Not so successful is the second of this twofer, “When Good Kids Go Bad.” Once again, we have Mitchell and Cam Storyline B3, in which Mitchell thinks Cam isn’t raising Lily right and later has to face his own responsibility for the problem. This time, it’s because Lily isn’t taking the idea of a new baby in the house well (saying things like “I hate the baby,” “no new baby,” and “I wanna make the baby dead”), and Mitchell is sure it’s because Cam coddles her. This leads to the funniest bit in the episode, the montage of Cam’s coddling behavior, which includes Cam walking around with Lily clinging to his neck like a stuffed animal with velcro hands, and Lily holding Cam’s hand through the curtain while Cam takes a shower. Cam is determined to change his ways, so when Lily asks “Daddy up!” he responds with exaggerated calm, “Those days are over. Here’s your lunch, get your bag, we’ll be leaving shortly.” When Mitchell gets a different perspective on Lily’s anti-baby behavior from the preschool teacher—she’s having difficulty sharing—he realizes that she’s gotten that from him (“I do it too make a point sometimes, like if you want the chicken, order the chicken,” he excuses himself to Cam).

The bad behavior exhibited by the other children ranges from petty theft (Manny, who picked up a locket dropped by a girl in the hall and failed to give it back) to baby-brother manipulation (Haley and Alex, who want to persuade Luke to move into the attic, so that each girl can have her own room). But as in the main storyline, the kids’ problems reveal more about their parents: Claire is mocked for always needing to be right when she feuds with Phil about who is responsible for her supermarket tumble into a stack of cans, and Gloria, in another virtuoso turn, fixes Manny’s problem and tells him to keep quiet about the fact that he never saw the principal, fessed up, and got punished. The best moment here is Gloria on the phone protesting to the principal that Manny is being racially profiled for the theft: “You think that all Colombians are criminals because the Colombian necktie is a symbol of violence all over the world?” Which the principal apparently interprets as a threat.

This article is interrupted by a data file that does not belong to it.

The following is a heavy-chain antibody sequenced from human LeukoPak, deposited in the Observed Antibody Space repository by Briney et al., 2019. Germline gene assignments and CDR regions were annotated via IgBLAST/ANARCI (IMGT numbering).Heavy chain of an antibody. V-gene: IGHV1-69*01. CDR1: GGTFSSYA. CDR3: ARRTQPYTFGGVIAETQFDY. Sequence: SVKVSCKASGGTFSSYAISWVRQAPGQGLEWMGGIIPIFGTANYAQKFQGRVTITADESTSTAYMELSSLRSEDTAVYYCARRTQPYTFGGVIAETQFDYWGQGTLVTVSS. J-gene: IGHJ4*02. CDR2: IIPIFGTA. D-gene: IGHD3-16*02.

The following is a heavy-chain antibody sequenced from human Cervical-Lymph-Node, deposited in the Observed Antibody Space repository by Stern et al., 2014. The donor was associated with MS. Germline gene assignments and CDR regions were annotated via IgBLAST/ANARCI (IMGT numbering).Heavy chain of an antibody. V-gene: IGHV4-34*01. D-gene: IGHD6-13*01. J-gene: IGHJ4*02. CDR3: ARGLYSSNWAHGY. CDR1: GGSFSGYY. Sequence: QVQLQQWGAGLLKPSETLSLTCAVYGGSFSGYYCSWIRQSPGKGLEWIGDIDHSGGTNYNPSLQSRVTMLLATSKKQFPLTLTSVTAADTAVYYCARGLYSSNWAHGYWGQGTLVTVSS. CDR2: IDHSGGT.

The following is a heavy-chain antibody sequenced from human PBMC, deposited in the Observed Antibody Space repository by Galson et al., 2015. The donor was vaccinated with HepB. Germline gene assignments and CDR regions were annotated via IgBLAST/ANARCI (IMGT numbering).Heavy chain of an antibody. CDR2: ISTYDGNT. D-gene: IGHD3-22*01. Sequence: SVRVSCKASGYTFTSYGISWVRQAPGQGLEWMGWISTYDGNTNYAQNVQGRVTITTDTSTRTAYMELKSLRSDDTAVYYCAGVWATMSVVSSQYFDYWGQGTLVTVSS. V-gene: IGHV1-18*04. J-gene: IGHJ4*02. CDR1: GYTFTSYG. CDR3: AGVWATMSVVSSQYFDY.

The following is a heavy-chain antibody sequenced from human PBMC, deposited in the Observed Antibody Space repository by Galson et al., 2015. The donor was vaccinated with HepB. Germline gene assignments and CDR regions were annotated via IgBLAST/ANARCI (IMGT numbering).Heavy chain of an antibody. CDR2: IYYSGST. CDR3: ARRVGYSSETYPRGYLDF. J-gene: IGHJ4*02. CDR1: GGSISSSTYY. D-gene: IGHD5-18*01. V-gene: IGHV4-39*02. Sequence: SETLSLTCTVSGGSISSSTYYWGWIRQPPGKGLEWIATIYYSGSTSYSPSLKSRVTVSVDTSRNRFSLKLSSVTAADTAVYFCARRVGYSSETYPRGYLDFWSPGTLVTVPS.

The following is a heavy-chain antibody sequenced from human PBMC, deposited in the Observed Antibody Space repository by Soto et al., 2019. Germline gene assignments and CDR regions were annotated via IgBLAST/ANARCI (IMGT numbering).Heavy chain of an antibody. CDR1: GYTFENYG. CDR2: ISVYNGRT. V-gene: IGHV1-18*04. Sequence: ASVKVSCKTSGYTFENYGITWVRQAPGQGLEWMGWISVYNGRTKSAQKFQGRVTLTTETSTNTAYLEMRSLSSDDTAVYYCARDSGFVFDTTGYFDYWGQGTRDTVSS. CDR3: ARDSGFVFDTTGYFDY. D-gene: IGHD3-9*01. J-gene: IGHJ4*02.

Everyone comes together in Mitchell and Cam’s crowded living room to hash it all out, where Mitchell inadvertently lets slip the impending adoption and Cam hurriedly releases his banner, starts the Footloose soundtrack, and tries unsuccessfully to light sparklers. Bits and incidents in this half hour work, but the episode as a whole seems unconnected, overstuffed, and occasionally poorly motivated. Is the whole moving-into-the-attic subplot worth it for the one funny moment where Phil pokes his head into the trapdoor opening and expresses excitement about the space? The denouement in which Jay triumphantly proclaims that he’s been proved right, causing the whole rest of the family to express recognition of where Claire got it from, seems weirdly out of tone and perfunctory. Compared to the heights of this show honored from last season, and the rapid-fire rondelay of the premiere, episode two is the kind of by-the-numbers sitcom that the backlash crowd are looking for to prove their point.

Grades: "Dude Ranch," B+; "When Kids Go Bad," C+

Stray observations:

  • Cam can’t wait to share his politically-incorrect joke about adopting an American child this time: “You might say we’re buying domestic.” “In private— you might say that in private,” Mitchell adds.
  • Hank’s cowboy nicknames: Hollywood (Manny), Old-Timer (Jay), Bossy (Claire), and Buffalo Phil (“Worth the wait,” Phil muses happily when he finally gets a moniker).
  • “It’s just when you say ‘Phil is my son-in-law,” it sounds like ‘Phyllis, my son-in-law.’”
  • I miss cute toddler Lily with her unstudied blank quietness, but smiling preschool Lily has her good points, like when she says “We got matchy hats!” after revealing that Cam took her shopping instead of to preschool.
  • Gloria has an object lesson, drawn from a relative, about how a single criminal mistake can mark you for life: “After that, everyone thought of her as the girl who steals cars.”
  • Alex meet-cutes Jimmy the Italian lover when his cannonballs splash pool water all over the paperback copy of Freakonomics she’s reading.
  • “What if Dylan and I share a horse?”